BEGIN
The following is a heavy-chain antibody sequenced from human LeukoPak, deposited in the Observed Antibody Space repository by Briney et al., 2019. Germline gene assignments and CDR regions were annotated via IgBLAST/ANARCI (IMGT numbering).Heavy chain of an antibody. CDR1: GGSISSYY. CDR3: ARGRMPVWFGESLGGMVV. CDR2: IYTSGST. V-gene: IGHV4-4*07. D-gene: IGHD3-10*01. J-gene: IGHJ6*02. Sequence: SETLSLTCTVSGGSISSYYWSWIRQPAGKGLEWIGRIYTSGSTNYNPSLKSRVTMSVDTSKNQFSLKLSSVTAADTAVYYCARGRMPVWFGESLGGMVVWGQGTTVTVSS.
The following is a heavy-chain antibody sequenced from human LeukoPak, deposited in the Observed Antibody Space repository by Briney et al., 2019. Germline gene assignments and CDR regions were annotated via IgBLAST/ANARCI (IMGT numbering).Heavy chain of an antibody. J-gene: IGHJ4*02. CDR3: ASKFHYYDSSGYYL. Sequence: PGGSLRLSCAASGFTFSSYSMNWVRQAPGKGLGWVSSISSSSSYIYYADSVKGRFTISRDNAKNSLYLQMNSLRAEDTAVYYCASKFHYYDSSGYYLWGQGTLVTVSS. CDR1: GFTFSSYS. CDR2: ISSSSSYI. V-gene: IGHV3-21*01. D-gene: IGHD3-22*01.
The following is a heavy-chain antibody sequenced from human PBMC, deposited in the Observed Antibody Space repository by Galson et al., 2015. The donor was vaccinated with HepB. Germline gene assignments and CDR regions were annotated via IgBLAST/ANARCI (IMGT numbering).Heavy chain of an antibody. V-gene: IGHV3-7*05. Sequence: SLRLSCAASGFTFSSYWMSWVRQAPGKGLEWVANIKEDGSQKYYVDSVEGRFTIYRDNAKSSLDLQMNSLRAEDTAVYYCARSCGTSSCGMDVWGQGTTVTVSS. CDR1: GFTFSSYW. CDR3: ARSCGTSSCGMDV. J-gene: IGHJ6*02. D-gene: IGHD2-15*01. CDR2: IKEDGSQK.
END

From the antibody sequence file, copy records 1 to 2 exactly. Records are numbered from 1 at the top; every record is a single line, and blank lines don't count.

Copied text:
The following is a heavy-chain antibody sequenced from human LeukoPak, deposited in the Observed Antibody Space repository by Briney et al., 2019. Germline gene assignments and CDR regions were annotated via IgBLAST/ANARCI (IMGT numbering).Heavy chain of an antibody. CDR1: GGSISSYY. CDR3: ARGRMPVWFGESLGGMVV. CDR2: IYTSGST. V-gene: IGHV4-4*07. D-gene: IGHD3-10*01. J-gene: IGHJ6*02. Sequence: SETLSLTCTVSGGSISSYYWSWIRQPAGKGLEWIGRIYTSGSTNYNPSLKSRVTMSVDTSKNQFSLKLSSVTAADTAVYYCARGRMPVWFGESLGGMVVWGQGTTVTVSS.
The following is a heavy-chain antibody sequenced from human LeukoPak, deposited in the Observed Antibody Space repository by Briney et al., 2019. Germline gene assignments and CDR regions were annotated via IgBLAST/ANARCI (IMGT numbering).Heavy chain of an antibody. J-gene: IGHJ4*02. CDR3: ASKFHYYDSSGYYL. Sequence: PGGSLRLSCAASGFTFSSYSMNWVRQAPGKGLGWVSSISSSSSYIYYADSVKGRFTISRDNAKNSLYLQMNSLRAEDTAVYYCASKFHYYDSSGYYLWGQGTLVTVSS. CDR1: GFTFSSYS. CDR2: ISSSSSYI. V-gene: IGHV3-21*01. D-gene: IGHD3-22*01.